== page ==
Friday, May 22, 2015

Wounded Warrior Maj. Ivan Castro - Retirement Won't Slow Him Down

It wasn't easy, but after Ivan Castro was blinded by a blast in Iraq in 2006, he fought to stay in the Army.

A major serving within U.S. Army Special Operations Command, Castro has tried to be an inspiration for others like him by showing that his injuries can't stop his drive to succeed. Since losing his sight, Castro has run 50 marathons, climbed mountains, cycled across the continental United States and, last year, trekked to the South Pole alongside Great Britain's Prince Harry.

Now Castro's military career is coming to an end, but that doesn't mean he's taking a back seat in his quest to inspire and help others. or the second year, Castro will host the Special Operators Challenge at the Carolina Horse Park near Raeford. The May 30 event, which will feature a children's race and 5k and 10k obstacle course races, will raise money for seven nonprofit organizations.

Castro has bigger plans for his organization and his post-military career. He plans to form a foundation in addition to the group that puts on the challenge. He's working on a memoir with Jim DeFelice, the author who helped write Chris Kyle's autobiography that became the basis for the movie "American Sniper.''

And even though he's taking off the uniform, Castro wants to continue to be a spokesman for those coping with their own injuries and pass on the life lessons he's learned as a wounded warrior.

"I'm very blessed," Castro said. "It could have always been worse. I can't see, but in my eyes the grass is always green and the sun is always shining." "I don't have a disability, I have a limitation," he said. "I have been given a second chance at life. I want to continue to help and serve people."

The Special Operators Challenge will include three events.

The Little Muddy is a short race - with mile and half-mile options - for children. The Boomerang 5k is an obstacle run with the added challenge of integrating beers and bratwurst into the race. The Muddy Nick 10k is a rugged race filled with mud, dirt and water integrated into military-style obstacles.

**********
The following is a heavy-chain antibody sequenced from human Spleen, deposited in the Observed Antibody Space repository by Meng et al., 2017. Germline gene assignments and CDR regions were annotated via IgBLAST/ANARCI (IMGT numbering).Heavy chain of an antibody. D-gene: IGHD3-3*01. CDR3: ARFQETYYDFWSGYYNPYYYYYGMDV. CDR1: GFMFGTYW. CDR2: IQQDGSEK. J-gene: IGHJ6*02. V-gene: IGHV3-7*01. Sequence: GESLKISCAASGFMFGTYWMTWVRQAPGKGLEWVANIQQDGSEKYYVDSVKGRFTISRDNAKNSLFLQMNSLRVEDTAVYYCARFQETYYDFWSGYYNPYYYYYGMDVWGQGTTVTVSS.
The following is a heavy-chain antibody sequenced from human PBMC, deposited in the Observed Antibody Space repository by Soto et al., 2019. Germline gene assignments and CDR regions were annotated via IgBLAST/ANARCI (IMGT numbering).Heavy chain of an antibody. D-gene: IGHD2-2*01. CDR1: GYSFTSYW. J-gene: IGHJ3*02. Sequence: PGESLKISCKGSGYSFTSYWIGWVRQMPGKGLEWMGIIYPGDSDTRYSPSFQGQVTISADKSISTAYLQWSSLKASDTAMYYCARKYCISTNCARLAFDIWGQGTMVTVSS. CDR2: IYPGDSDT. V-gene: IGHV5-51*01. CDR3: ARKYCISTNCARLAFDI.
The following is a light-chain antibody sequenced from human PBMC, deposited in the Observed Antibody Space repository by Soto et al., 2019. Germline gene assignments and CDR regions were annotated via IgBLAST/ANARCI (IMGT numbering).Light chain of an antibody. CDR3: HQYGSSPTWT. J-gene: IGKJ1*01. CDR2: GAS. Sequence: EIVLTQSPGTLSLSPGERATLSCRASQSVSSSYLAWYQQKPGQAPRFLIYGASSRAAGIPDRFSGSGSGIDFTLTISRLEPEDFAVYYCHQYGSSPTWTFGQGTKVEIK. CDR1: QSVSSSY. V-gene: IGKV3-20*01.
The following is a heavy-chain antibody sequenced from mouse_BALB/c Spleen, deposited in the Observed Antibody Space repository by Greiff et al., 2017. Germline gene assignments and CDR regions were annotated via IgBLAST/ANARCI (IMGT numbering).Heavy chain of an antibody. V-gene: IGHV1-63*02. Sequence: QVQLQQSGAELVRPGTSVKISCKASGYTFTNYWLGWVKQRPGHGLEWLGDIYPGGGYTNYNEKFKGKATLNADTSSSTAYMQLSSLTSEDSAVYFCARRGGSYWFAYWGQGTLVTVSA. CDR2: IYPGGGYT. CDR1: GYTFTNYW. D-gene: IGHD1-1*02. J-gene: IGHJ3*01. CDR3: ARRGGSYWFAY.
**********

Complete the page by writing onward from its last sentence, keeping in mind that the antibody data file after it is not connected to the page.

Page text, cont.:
The races attracted more than 800 competitors last year. This year, officials are not accepting same-day registration. Instead, competitors must register online at specialoperatorschallenge.com.

Registration fees go toward an organization of the competitor's choice from among a list that includes the Special Forces Charitable Trust; Team Red, White and Blue; the National Fallen Firefighters Foundation; the National Law Enforcement Officers Memorial Fund; Step Up For Soldiers; the Fayetteville Running Club and the Special Forces Association.

Castro said the organizations were chosen because of their ties to supporting American heroes. We're all about honoring those that serve," he said. "I want to give back."

Castro was injured while serving with the 82nd Airborne Division in Iraq in September 2006. He lost his right eye and the vision in his left eye. After recovering at a military hospital, Castro fought to stay out of the Army's warrior transition units for fear that doing so would be the beginning of the end for his Army career. Castro wanted to fulfill the commitment he made when he transitioned from noncommissioned officer to officer.

Castro "did it all" as an enlisted soldier. He was a pathfinder, a Ranger, in a long-range surveillance unit and a Green Beret.

When he became an officer, he needed an age waiver, but he committed the next 10 years of his life to the Army in return. He then served in the 82nd Airborne Division up until his injuries, deploying to Afghanistan and Iraq.

Castro was recently promoted to major, but he said finishing that commitment was his biggest success in his 26-year career. "Despite my blindness, I was able to do it," he said. "I made it. I never thought it would be possible."

It was in those first years after his injury that Castro set the stage for what will become his post-military life. In 2008, he was a race director for the annual Jingle Bell Jog, a race that benefits the families of fallen Special Forces soldiers. From that point on, Castro was hooked on the idea of creating a great event where competitors could challenge themselves while also helping others.

He became involved in other races. When he saw obstacle course races gaining popularity, he decided to create his own challenge along with his wife, Evelyn. The first challenge was mapped out at Castro's dining room table. Planning now takes place in an office on Breezewood Avenue.

In Castro's office, there are photographs from throughout his military career. Images of him with President George W. Bush and Queen Elizabeth II and a sword given to him by Ross Perot.

Castro said he hopes more than veterans will compete. "We wanted to do something that appeals to everybody," he said. "We want people to leave challenged, but have a good time."

Article from the Fayetteville (NC) Observer by Military editor Drew Brooks

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